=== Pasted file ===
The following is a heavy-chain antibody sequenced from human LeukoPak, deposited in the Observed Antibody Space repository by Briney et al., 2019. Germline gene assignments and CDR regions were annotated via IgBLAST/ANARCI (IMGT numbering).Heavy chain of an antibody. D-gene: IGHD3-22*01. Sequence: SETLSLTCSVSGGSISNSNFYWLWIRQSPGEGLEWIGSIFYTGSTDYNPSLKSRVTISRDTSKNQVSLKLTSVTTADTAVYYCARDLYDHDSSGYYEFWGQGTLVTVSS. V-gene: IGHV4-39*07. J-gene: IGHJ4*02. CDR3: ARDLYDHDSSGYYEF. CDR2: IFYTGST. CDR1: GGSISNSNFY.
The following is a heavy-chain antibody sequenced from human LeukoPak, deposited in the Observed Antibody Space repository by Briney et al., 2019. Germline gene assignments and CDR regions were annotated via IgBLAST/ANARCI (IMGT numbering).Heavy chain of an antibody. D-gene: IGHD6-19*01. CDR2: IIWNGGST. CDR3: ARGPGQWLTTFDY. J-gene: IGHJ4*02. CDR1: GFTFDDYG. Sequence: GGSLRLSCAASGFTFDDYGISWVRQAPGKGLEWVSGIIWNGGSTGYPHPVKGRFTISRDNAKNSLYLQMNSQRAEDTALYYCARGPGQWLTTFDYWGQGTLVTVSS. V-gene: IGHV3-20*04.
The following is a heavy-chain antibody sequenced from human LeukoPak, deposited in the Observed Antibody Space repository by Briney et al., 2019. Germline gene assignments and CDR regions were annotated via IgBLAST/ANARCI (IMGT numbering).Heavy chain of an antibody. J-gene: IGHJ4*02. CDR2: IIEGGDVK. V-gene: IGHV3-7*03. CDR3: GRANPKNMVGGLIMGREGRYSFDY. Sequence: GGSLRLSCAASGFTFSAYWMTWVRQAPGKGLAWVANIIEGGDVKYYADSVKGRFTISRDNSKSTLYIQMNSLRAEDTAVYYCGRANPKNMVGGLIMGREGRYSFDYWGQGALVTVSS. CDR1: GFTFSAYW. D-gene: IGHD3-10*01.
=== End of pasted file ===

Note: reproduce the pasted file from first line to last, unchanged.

The following is a heavy-chain antibody sequenced from human LeukoPak, deposited in the Observed Antibody Space repository by Briney et al., 2019. Germline gene assignments and CDR regions were annotated via IgBLAST/ANARCI (IMGT numbering).Heavy chain of an antibody. D-gene: IGHD3-22*01. Sequence: SETLSLTCSVSGGSISNSNFYWLWIRQSPGEGLEWIGSIFYTGSTDYNPSLKSRVTISRDTSKNQVSLKLTSVTTADTAVYYCARDLYDHDSSGYYEFWGQGTLVTVSS. V-gene: IGHV4-39*07. J-gene: IGHJ4*02. CDR3: ARDLYDHDSSGYYEF. CDR2: IFYTGST. CDR1: GGSISNSNFY.
The following is a heavy-chain antibody sequenced from human LeukoPak, deposited in the Observed Antibody Space repository by Briney et al., 2019. Germline gene assignments and CDR regions were annotated via IgBLAST/ANARCI (IMGT numbering).Heavy chain of an antibody. D-gene: IGHD6-19*01. CDR2: IIWNGGST. CDR3: ARGPGQWLTTFDY. J-gene: IGHJ4*02. CDR1: GFTFDDYG. Sequence: GGSLRLSCAASGFTFDDYGISWVRQAPGKGLEWVSGIIWNGGSTGYPHPVKGRFTISRDNAKNSLYLQMNSQRAEDTALYYCARGPGQWLTTFDYWGQGTLVTVSS. V-gene: IGHV3-20*04.
The following is a heavy-chain antibody sequenced from human LeukoPak, deposited in the Observed Antibody Space repository by Briney et al., 2019. Germline gene assignments and CDR regions were annotated via IgBLAST/ANARCI (IMGT numbering).Heavy chain of an antibody. J-gene: IGHJ4*02. CDR2: IIEGGDVK. V-gene: IGHV3-7*03. CDR3: GRANPKNMVGGLIMGREGRYSFDY. Sequence: GGSLRLSCAASGFTFSAYWMTWVRQAPGKGLAWVANIIEGGDVKYYADSVKGRFTISRDNSKSTLYIQMNSLRAEDTAVYYCGRANPKNMVGGLIMGREGRYSFDYWGQGALVTVSS. CDR1: GFTFSAYW. D-gene: IGHD3-10*01.